How Much Water Should I Store in an Emergency?

Emergencies can strike anytime, and being prepared is essential for survival. And one of the most important things to consider when preparing for an emergency is water. After all, you can last for 1-2 months without eating but only up to three days without water.

In an emergency situation, access to clean water may be limited or completely cut off, making it crucial to have a sufficient supply of water on hand. But how much water should you store for an emergency? The answer may not be as simple as you think.

In this article, we will explore the factors that determine how much water you should store in an emergency and provide practical tips on storing and conserving water in an emergency. Whether you’re a seasoned prepper or new to emergency preparedness, this article will help you ensure that you and your loved ones have enough water to survive in a crisis situation.

Emergency or Crisis Situations that Causes Water Outages

It’s important to be prepared for any type of emergency and to have a sufficient supply of water on hand in case of a water outage. There are a variety of crises that can cause this, some of which include:

  • Natural disasters – Natural disasters such as hurricanes, earthquakes, floods, wildfires, and volcanic eruptions can damage or destroy water treatment facilities, disrupt water distribution systems, and contaminate water sources, resulting in a water outage.
  • Power outages – Water treatment facilities and distribution systems rely heavily on electricity to function. Power outages caused by storms, cyber-attacks, or other disasters can cause a loss of water supply.
  • Infrastructure failure – Aging infrastructure, such as pipes and water mains, can break down or become damaged, which can cause water outages.
  • Contamination – Water sources can become contaminated due to natural causes such as algae blooms or man-made causes such as chemical spills, resulting in a loss of safe drinking water.
  • Cyber-attacks – Water treatment facilities are increasingly reliant on technology to manage and operate their systems. A cyber-attack on these systems can disrupt operations, including water supply.
  • Terrorist attacks – Terrorist attacks on water treatment facilities or distribution systems can cause significant damage and result in a loss of water supply.

How Much Water Do You Need to Store for Emergencies?

drinking water bottles stacked on a fridge

The amount of water you need to store for emergencies can vary depending on several factors, such as the number of people in your household, your climate, and the length of time you need to be self-sufficient.

However, the general recommendation is to store at least one gallon of water per person per day for a minimum of three days. Most emergency preparedness organizations suggest you should be prepared to be without water during an emergency.

Therefore, if you have a household of four people, you should store at least 12 gallons of water (4 people x 1 gallon per person per day x 3 days) for emergencies. It’s also important to keep in mind that you may need additional water for cooking, cleaning, and sanitation purposes.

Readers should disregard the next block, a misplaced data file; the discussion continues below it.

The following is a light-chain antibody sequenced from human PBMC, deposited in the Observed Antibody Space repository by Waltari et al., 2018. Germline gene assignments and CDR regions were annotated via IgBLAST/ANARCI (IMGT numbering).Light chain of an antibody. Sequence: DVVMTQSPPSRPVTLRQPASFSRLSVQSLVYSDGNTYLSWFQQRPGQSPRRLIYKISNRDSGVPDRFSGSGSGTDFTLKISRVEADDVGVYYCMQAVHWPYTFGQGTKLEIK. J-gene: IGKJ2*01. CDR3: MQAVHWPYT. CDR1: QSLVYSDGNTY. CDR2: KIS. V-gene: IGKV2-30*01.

You may want to store more water if you live in an area with hot climate, extreme temperatures or a history of water shortages. Also, if you have children, nursing mothers, pets, or individuals with special medical needs, you may need to store additional water.

Where Should You Store Water for Emergency Use?

a blue water drum

Unopened, commercially bottled water is the safest and most reliable water source during an emergency. However, it can get pricey quickly, and it may get unused if there are no water outages that may come in the coming months. After all, tap water is clean and free, so a more economical way to store water for emergency use is to collect tap water yourself and store them in proper containers so you can be ready in emergency situations.

To ensure that the water you store remains safe for consumption, it is recommended that you use water storage containers that are specifically designed for food-grade use. Such containers are FDA-approved and have been tested to ensure they do not leach harmful substances into the water. These food-grade storage containers can often be found at surplus or camping supply stores. If you are unsure whether a container is food-grade, it is best to contact the storage container manufacturer to confirm its suitability for storing water.

Some examples of suitable water storage containers include plastic water jugs, water bricks, and 5-gallon water bottles.

If you are not able to use a food-grade water storage container, make sure that the containers you use were not previously used to hold liquids (like oil, milk, or juice) or solid toxic chemicals (like bleach or pesticides). Also, make sure that the containers you chose are:

  • Sealable – This will help prevent contamination and evaporation. A tight-fitting lid or screw-on cap is ideal.
  • Durable – Durable containers can withstand the rigors of long-term storage. They should also be able to withstand temperature changes and resist cracking or breaking.
  • Of the right size – Choose containers of an appropriate size that meet your water storage needs. It’s better to have several smaller containers than one large one, as it allows for easier portability and flexibility in case of an emergency. But if your area is prone to water shortages, it pays to have a cubic meter water tank at home.
  • Stackable – Stackable containers can save space and make storage more convenient.
  • Light-blocking – Choose opaque or light-blocking containers to prevent the growth of algae and other microorganisms.

How to Manage Your Stored Water

Once you have filled up water for emergencies, you must take measures to ensure they are usable when any crisis or emergency comes up. Here are some tips for storing water in your home: